Like everyone in the crowded West, Timberwolves have opportunity in front of them

There are two sides to every conversation about the Timberwolves’ current standing. First, there’s the record: Minnesota entered Thursday’s contest against Toronto at a disappointing two games below .500.

Then there’s the glass-half-full view, which shows Minnesota is still in contention for home-court advantage in a potential first-round Western Conference playoff series.

That’s a product of a bunched-up West field in which no one outside of Denver and Memphis has separated themselves from the pack.

Minnesota, which entered Thursday’s play in a tie for 10th place in the conference with a 22-24 record, was only 4½ games back from the No. 3 seed. The middle of the Western Conference resembles a rock fight, with the teams in the Nos. 5 through 12 spots all residing within three games of .500.

The sports data website FiveThirtyEight doesn’t project that changing by season’s end. The site currently forecasts the No. 4 seed in the West to finish the regular season with just 44 wins. That team is currently projected to be Dallas, but if 44 wins is indeed the number required to gain home-court advantage, it’s a win total still very much in play for every team in the West not named San Antonio or Houston.

For the record, FiveThirtyEight currently projects Minnesota to finish with 39 victories.

The Lakers, for example, sitting at 20-25, would need to finish the year 24-13 to get to 44 wins. It’s rare that at any point past the midway juncture of the season, 13 teams could still hold hopes for finishing in the top four of their respective conference. But that’s the reality for Western Conference teams this season.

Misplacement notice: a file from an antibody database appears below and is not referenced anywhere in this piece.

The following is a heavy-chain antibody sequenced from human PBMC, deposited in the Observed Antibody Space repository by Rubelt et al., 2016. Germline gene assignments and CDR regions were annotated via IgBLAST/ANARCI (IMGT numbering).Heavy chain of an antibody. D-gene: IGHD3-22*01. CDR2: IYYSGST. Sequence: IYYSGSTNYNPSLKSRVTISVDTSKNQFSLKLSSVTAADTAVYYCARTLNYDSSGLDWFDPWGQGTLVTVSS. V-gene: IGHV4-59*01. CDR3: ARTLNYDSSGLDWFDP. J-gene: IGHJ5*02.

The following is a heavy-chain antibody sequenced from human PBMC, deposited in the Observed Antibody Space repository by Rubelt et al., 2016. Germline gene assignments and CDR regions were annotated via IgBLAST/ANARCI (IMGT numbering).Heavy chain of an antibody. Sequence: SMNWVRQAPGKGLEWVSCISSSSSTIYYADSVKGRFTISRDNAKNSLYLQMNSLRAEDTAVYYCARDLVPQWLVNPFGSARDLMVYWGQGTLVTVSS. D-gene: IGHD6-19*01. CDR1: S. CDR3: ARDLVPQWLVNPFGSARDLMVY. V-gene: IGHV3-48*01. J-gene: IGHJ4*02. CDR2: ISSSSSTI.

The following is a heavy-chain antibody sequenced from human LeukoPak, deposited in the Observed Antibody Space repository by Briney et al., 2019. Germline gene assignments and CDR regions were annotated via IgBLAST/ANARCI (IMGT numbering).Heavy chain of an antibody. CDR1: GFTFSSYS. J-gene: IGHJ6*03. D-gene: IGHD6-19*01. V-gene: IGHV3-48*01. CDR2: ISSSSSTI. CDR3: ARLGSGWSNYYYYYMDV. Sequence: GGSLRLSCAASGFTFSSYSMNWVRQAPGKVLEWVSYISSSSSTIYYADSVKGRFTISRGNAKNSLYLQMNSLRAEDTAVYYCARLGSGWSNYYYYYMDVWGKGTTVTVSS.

That makes the three weeks between now and the Feb. 9 trade deadline all the more intriguing, as so many teams could “go for it” by making a splash move in an effort to push themselves up the standings. It also means any team is just one good stretch away from setting itself up for postseason success or, just as likely, one bad stretch that eliminates itself from playoff contention.

Minnesota may be active on the market, but the Wolves are also likely hoping the eventual return of Karl-Anthony Towns and Jordan McLaughlin could spur a stretch of good basketball that would make many of their preseason goals again a reality.

Because as bad as the Wolves, and many other Western Conference teams, have been thus far this season, everything is somehow still in front of them.


The league’s last 2-minute report from Minnesota’s loss to Denver revealed no missed calls at the end of the game.

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